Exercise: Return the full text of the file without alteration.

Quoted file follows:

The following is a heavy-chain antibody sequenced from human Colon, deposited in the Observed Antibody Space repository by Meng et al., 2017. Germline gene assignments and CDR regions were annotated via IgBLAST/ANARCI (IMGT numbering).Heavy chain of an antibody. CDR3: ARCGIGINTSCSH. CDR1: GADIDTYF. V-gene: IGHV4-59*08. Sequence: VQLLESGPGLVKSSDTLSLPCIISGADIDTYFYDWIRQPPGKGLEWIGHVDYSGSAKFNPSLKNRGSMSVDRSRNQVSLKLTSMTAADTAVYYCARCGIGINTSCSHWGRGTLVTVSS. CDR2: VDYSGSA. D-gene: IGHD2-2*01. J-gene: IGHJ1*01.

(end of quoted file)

The following is a heavy-chain antibody sequenced from human Colon, deposited in the Observed Antibody Space repository by Meng et al., 2017. Germline gene assignments and CDR regions were annotated via IgBLAST/ANARCI (IMGT numbering).Heavy chain of an antibody. CDR3: ARCGIGINTSCSH. CDR1: GADIDTYF. V-gene: IGHV4-59*08. Sequence: VQLLESGPGLVKSSDTLSLPCIISGADIDTYFYDWIRQPPGKGLEWIGHVDYSGSAKFNPSLKNRGSMSVDRSRNQVSLKLTSMTAADTAVYYCARCGIGINTSCSHWGRGTLVTVSS. CDR2: VDYSGSA. D-gene: IGHD2-2*01. J-gene: IGHJ1*01.